Saudi Journal of Gastroenterology
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Year : 2016  |  Volume : 22  |  Issue : 6  |  Page : 407-414

Outcome of phlebotomy for treating nonalcoholic fatty liver disease: A systematic review and meta-analysis

1 Department of Internal Medicine, University of Hawaii, Honolulu, HI, USA; Department of Internal Medicine, King Chulalongkorn Memorial Hospital, Bangkok, Thailand
2 Department of Internal Medicine, University of Hawaii, Honolulu, HI, USA
3 Department of Internal Medicine, Bassett Medical Center and Columbia University College of Physicians and Surgeons, Cooperstown, NY, USA; Department of Preventive and Social Medicine, Faculty of Medicine Siriraj Hospital, Mahidol University, Bangkok, Thailand

Correspondence Address:
Sikarin Upala
Bassett Medical Center, 1 Atwell Road, Cooperstown, NY, USA 13326

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Source of Support: None, Conflict of Interest: None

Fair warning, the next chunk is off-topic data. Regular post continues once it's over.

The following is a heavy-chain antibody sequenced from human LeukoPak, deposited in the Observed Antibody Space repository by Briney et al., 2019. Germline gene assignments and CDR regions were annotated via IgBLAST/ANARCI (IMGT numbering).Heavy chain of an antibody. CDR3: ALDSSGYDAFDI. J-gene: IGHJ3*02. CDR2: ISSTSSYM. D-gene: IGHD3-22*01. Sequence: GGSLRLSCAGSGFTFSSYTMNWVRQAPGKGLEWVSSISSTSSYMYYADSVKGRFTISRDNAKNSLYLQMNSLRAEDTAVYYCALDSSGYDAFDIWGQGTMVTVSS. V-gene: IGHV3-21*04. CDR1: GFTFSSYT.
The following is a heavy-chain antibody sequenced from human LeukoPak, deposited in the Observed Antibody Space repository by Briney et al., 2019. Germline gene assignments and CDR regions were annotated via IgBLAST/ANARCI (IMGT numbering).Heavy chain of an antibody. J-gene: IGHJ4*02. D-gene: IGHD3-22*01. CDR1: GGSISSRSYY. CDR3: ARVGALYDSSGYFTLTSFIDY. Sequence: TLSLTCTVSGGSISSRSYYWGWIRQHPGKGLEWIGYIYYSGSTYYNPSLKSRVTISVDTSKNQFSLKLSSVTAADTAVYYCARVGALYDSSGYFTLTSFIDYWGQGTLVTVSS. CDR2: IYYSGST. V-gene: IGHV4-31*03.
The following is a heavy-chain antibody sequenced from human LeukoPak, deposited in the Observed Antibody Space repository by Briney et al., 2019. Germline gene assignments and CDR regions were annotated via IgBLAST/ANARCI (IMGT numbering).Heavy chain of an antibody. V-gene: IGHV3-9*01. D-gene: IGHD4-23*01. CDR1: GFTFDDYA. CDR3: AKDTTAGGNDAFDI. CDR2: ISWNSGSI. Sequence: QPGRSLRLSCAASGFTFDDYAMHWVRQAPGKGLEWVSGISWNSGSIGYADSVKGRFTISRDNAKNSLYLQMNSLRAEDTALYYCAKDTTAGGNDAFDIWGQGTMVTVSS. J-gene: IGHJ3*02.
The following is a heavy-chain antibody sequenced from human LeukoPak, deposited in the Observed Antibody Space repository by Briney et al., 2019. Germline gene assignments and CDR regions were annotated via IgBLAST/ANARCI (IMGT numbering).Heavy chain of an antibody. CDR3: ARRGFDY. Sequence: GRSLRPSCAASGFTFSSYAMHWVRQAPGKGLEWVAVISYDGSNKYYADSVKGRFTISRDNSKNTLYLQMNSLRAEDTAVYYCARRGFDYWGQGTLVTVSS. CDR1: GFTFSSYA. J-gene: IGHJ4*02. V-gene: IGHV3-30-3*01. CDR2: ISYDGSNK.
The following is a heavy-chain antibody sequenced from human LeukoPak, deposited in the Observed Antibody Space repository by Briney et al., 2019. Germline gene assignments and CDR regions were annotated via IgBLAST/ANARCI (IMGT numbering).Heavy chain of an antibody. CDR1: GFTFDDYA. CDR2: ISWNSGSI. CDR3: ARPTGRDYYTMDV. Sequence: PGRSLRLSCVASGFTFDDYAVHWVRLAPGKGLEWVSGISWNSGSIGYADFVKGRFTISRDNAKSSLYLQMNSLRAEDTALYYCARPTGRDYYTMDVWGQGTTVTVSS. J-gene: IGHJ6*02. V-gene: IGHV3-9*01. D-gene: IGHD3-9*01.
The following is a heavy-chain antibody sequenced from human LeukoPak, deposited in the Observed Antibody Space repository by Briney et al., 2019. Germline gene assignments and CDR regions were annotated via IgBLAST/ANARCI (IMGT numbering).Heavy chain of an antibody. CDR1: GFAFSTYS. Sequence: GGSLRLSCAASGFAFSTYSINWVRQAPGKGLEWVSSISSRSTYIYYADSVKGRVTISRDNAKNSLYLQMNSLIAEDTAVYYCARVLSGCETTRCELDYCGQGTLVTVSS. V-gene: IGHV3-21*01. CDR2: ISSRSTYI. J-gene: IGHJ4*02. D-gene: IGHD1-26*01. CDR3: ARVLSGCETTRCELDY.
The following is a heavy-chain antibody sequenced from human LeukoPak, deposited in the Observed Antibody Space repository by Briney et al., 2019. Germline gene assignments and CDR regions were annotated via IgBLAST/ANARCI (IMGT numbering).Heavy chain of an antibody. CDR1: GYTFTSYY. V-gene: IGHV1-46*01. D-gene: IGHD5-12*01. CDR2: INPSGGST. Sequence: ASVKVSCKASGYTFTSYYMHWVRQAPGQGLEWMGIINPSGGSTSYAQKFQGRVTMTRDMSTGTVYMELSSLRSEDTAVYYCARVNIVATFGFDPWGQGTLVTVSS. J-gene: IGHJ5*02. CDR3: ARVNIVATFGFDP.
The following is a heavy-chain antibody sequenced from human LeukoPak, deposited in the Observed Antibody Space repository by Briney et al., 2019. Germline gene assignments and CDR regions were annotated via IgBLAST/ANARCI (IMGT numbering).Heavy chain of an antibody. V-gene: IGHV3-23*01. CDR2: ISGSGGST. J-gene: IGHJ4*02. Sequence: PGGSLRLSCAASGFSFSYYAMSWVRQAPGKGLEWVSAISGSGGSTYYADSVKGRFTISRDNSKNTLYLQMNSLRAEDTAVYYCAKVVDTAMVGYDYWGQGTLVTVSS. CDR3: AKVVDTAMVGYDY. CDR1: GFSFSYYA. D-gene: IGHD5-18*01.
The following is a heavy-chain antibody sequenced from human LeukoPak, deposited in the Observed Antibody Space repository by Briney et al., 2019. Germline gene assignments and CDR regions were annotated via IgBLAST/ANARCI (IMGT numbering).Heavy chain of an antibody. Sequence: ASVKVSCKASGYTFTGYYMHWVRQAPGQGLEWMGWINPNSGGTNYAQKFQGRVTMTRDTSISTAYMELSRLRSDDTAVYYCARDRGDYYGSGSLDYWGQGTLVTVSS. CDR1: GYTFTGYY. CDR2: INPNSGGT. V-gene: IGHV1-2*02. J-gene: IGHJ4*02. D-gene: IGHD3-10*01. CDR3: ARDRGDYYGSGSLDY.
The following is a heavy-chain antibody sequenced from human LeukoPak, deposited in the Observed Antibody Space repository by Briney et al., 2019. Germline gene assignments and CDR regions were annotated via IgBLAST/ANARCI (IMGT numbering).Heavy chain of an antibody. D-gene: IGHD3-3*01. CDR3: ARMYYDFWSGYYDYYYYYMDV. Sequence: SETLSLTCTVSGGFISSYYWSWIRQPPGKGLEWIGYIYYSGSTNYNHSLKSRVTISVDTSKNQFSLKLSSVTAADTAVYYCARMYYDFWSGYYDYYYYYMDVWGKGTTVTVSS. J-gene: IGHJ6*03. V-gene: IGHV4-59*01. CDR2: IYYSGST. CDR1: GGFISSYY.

DOI: 10.4103/1319-3767.195551

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Background/Aims: No medications have been approved for managing nonalcoholic fatty liver disease (NAFLD). Lifestyle intervention is the mainstay for its treatment. Hyperferritinemia, which appears to be associated with the severity of liver injury and insulin resistance, is frequently observed in patients with NAFLD. Patients and Methods: We conducted a systematic review and meta-analysis of the outcomes of four interventional trials regarding the effect of phlebotomy in patients with NAFLD versus the outcomes of NAFLD patients who did not undergo phlebotomy. Primary outcome was the pooled mean difference (MD) of the homeostasis model assessment of insulin resistance (HOMA-IR). The secondary outcomes were the changes in liver enzymes and the lipid profile. Results: Four interventional studies involving 438 participants were included in the meta-analysis. HOMA-IR was lower in patients who underwent phlebotomy, with an MD of 0.84 [95% confidence interval (CI) 0.01 to 1.67, I2 = 72%]. Phlebotomy also significantly reduced the alanine aminotransferase (MD = 10.05, 95% CI 7.19–12.92, I2 = 34%) and triglyceride (MD = 9.89, 95% CI 4.96–14.83, I2 = 22%) levels and increased the high-density cholesterol level (MD = 3.48, 95% CI 2.03–4.92, I2 = 18%). Conclusion: Phlebotomy decreased insulin resistance and liver transaminase levels in patients with NAFLD. In addition, it improved their lipid profile.

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